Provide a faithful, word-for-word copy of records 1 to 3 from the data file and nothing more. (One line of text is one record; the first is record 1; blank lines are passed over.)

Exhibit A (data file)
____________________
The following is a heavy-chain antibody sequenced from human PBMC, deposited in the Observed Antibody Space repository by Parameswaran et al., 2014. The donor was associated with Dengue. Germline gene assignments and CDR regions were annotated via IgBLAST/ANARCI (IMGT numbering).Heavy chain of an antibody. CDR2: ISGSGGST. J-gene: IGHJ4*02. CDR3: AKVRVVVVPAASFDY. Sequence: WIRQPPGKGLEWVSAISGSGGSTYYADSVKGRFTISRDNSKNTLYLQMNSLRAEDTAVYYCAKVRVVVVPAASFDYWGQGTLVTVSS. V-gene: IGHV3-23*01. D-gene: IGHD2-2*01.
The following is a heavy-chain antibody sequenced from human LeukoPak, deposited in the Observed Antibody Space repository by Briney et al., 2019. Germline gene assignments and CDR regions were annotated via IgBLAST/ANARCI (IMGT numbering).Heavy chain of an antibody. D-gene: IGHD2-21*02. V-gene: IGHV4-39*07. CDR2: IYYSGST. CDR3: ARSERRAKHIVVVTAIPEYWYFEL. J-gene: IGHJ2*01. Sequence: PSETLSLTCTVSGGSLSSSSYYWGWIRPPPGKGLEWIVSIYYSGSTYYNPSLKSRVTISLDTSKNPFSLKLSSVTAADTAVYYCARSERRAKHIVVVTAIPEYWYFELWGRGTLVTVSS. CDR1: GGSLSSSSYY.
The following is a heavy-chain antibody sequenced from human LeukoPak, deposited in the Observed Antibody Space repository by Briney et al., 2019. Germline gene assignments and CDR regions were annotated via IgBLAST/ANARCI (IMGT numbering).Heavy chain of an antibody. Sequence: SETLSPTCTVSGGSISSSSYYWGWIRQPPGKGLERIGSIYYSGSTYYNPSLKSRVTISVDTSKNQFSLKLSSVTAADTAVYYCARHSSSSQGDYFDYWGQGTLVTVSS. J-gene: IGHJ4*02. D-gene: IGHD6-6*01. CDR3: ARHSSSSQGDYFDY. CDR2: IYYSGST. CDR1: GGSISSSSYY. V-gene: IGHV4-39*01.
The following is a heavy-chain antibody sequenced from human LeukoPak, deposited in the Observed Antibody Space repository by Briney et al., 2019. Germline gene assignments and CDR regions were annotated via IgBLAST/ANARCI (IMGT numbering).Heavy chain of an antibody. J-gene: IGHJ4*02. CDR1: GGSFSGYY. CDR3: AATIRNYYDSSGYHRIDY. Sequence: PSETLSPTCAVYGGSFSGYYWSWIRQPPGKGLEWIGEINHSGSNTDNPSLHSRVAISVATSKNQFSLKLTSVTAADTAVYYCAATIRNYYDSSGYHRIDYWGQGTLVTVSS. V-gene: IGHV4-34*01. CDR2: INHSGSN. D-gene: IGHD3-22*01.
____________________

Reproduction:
The following is a heavy-chain antibody sequenced from human PBMC, deposited in the Observed Antibody Space repository by Parameswaran et al., 2014. The donor was associated with Dengue. Germline gene assignments and CDR regions were annotated via IgBLAST/ANARCI (IMGT numbering).Heavy chain of an antibody. CDR2: ISGSGGST. J-gene: IGHJ4*02. CDR3: AKVRVVVVPAASFDY. Sequence: WIRQPPGKGLEWVSAISGSGGSTYYADSVKGRFTISRDNSKNTLYLQMNSLRAEDTAVYYCAKVRVVVVPAASFDYWGQGTLVTVSS. V-gene: IGHV3-23*01. D-gene: IGHD2-2*01.
The following is a heavy-chain antibody sequenced from human LeukoPak, deposited in the Observed Antibody Space repository by Briney et al., 2019. Germline gene assignments and CDR regions were annotated via IgBLAST/ANARCI (IMGT numbering).Heavy chain of an antibody. D-gene: IGHD2-21*02. V-gene: IGHV4-39*07. CDR2: IYYSGST. CDR3: ARSERRAKHIVVVTAIPEYWYFEL. J-gene: IGHJ2*01. Sequence: PSETLSLTCTVSGGSLSSSSYYWGWIRPPPGKGLEWIVSIYYSGSTYYNPSLKSRVTISLDTSKNPFSLKLSSVTAADTAVYYCARSERRAKHIVVVTAIPEYWYFELWGRGTLVTVSS. CDR1: GGSLSSSSYY.
The following is a heavy-chain antibody sequenced from human LeukoPak, deposited in the Observed Antibody Space repository by Briney et al., 2019. Germline gene assignments and CDR regions were annotated via IgBLAST/ANARCI (IMGT numbering).Heavy chain of an antibody. Sequence: SETLSPTCTVSGGSISSSSYYWGWIRQPPGKGLERIGSIYYSGSTYYNPSLKSRVTISVDTSKNQFSLKLSSVTAADTAVYYCARHSSSSQGDYFDYWGQGTLVTVSS. J-gene: IGHJ4*02. D-gene: IGHD6-6*01. CDR3: ARHSSSSQGDYFDY. CDR2: IYYSGST. CDR1: GGSISSSSYY. V-gene: IGHV4-39*01.